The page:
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Languages of India and abroad

Marathi-English dictionary

Source: DDSA: The Molesworth Marathi and English Dictionary

Samrāṭ (सम्राट्).—m (S) A paramount sovereign,--one who rules over other princes, and who has performed the Rajasuya sacrifice.

context information

Marathi is an Indo-European language having over 70 million native speakers people in (predominantly) Maharashtra India. Marathi, like many other Indo-Aryan languages, evolved from early forms of Prakrit, which itself is a subset of Sanskrit, one of the most ancient languages of the world.

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Sanskrit dictionary

Source: DDSA: The practical Sanskrit-English dictionary

Samrāj (सम्राज्).—m.

1) A paramount sovereign, universal lord; especially one who rules over other princes and has performed the Rājasūya sacrifice; येनेष्टं राजसूयेन मण्डलस्ये- श्वरश्च यः । शास्ति यश्चाज्ञया राज्ञः स सम्राट् (yeneṣṭaṃ rājasūyena maṇḍalasye- śvaraśca yaḥ | śāsti yaścājñayā rājñaḥ sa samrāṭ) Ak.; R.2.5.

2) A ruler having a revenue to the extent of one to ten crores of Karṣa; ततस्तु कोटिपर्यन्तः स्वराट् सम्राट् ततः परम् । दशकोटिमितो यावद् विराट् तु तदनन्तरम् (tatastu koṭiparyantaḥ svarāṭ samrāṭ tataḥ param | daśakoṭimito yāvad virāṭ tu tadanantaram) Śukra.1.185.

Source: Cologne Digital Sanskrit Dictionaries: Benfey Sanskrit-English Dictionary

Samrāj (सम्राज्).—[sam-rāj], m. A paramount sovereign, one who rules over other princes, and has performed the Rājasūya sacrifice; a sovereign, [Rājataraṅgiṇī] 5, 135.

Source: Cologne Digital Sanskrit Dictionaries: Cappeller Sanskrit-English Dictionary

Samrāj (सम्राज्).—[masculine] lord of the universe, sovereign ruler ([feminine] samrājñī); [Epithet] of Varuṇa, Indra, etc.

Source: Cologne Digital Sanskrit Dictionaries: Monier-Williams Sanskrit-English Dictionary

1) Saṃrāj (संराज्):—[=saṃ-√rāj] [Parasmaipada] -rājati ([infinitive mood] -rājitum, [Pāṇini 8-3, 25 [Scholiast or Commentator]]), to reign universally, reign over ([genitive case]), [Ṛg-veda] (cf. sam-rāj).

2) [=sam-rāj] m. ([from] saṃ- √rāj, [Pāṇini 8-3, 25]; [nominative case] samrāṭ) a universal or supreme ruler (a Name of Varuṇa, the Ādityas, Indra, Manu etc.), [Ṛg-veda; Vājasaneyi-saṃhitā; Śatapatha-brāhmaṇa; Viṣṇu-purāṇa]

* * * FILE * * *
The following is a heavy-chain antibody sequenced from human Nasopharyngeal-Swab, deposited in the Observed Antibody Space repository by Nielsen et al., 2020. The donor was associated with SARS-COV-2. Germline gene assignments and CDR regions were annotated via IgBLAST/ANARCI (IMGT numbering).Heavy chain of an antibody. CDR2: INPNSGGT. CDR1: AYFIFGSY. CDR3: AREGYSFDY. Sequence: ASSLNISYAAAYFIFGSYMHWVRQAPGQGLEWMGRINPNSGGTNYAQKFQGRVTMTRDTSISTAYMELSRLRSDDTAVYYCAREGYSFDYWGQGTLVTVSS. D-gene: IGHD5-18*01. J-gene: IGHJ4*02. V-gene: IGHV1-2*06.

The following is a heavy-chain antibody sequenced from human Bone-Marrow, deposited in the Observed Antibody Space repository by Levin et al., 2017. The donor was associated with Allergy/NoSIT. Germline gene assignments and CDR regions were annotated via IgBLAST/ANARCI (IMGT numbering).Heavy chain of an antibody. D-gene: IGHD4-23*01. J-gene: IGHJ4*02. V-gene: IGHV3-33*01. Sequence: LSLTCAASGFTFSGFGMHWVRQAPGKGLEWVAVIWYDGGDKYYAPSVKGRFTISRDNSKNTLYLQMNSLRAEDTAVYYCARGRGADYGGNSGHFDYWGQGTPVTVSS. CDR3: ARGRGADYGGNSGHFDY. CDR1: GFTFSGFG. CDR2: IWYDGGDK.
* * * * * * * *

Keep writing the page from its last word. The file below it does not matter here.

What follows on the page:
3) [v.s. ...] a sovereign lord, paramount sovereign (of men)

4) [v.s. ...] one who rules over other princes and has performed the Rājasūya sacrifice, [Ṛg-veda] etc. etc.

5) [v.s. ...] Name of a son or grandson of Kāmyā, [Harivaṃśa]

6) [v.s. ...] of a son of Citra-ratha, [Bhāgavata-purāṇa]

7) [v.s. ...] of various authors, [Catalogue(s)]

8) [v.s. ...] a kind of metre, [Ṛgveda-prātiśākhya]

9) [v.s. ...] a [particular] Ekāha, [Vaitāna-sūtra]

10) [v.s. ...] f. Name of a daughter of Priya-vrata, [Viṣṇu-purāṇa]

Source: Cologne Digital Sanskrit Dictionaries: Monier-Williams Sanskrit-English Dictionary

Samrāṭ (सम्राट्):—[from sam-rāj] in [compound] for samrāj.

Source: Cologne Digital Sanskrit Dictionaries: Yates Sanskrit-English Dictionary

Samrāj (सम्राज्):—(d) 5. m. A paramount sovereign.

[Sanskrit to German]

Samraj in German

context information

Sanskrit, also spelled संस्कृतम् (saṃskṛtam), is an ancient language of India commonly seen as the grandmother of the Indo-European language family (even English!). Closely allied with Prakrit and Pali, Sanskrit is more exhaustive in both grammar and terms and has the most extensive collection of literature in the world, greatly surpassing its sister-languages Greek and Latin.

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Hindi dictionary

Source: DDSA: A practical Hindi-English dictionary

Samrat in Hindi refers in English to:—(nm) an Emperor..—samrat (सम्राट) is alternatively transliterated as Samrāṭa.

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Tamil dictionary

Source: DDSA: University of Madras: Tamil Lexicon

Samrāṭ (ஸம்ராட்) noun < saṃ-rāṭ nominative singular of saṃ-rāj. Overlord; emperor. See See சம்மிராட்டு. [sammirattu.]

context information

Tamil is an ancient language of India from the Dravidian family spoken by roughly 250 million people mainly in southern India and Sri Lanka.